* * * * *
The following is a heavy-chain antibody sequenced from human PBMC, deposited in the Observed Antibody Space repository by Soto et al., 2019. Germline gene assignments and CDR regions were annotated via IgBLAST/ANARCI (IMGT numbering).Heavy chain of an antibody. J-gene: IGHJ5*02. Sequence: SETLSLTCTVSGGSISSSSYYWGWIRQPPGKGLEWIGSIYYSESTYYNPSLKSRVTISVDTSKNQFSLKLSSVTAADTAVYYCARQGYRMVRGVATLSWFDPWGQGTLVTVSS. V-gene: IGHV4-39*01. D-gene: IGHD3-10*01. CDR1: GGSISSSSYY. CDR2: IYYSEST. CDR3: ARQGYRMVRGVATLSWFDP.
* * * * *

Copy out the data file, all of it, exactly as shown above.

The following is a heavy-chain antibody sequenced from human PBMC, deposited in the Observed Antibody Space repository by Soto et al., 2019. Germline gene assignments and CDR regions were annotated via IgBLAST/ANARCI (IMGT numbering).Heavy chain of an antibody. J-gene: IGHJ5*02. Sequence: SETLSLTCTVSGGSISSSSYYWGWIRQPPGKGLEWIGSIYYSESTYYNPSLKSRVTISVDTSKNQFSLKLSSVTAADTAVYYCARQGYRMVRGVATLSWFDPWGQGTLVTVSS. V-gene: IGHV4-39*01. D-gene: IGHD3-10*01. CDR1: GGSISSSSYY. CDR2: IYYSEST. CDR3: ARQGYRMVRGVATLSWFDP.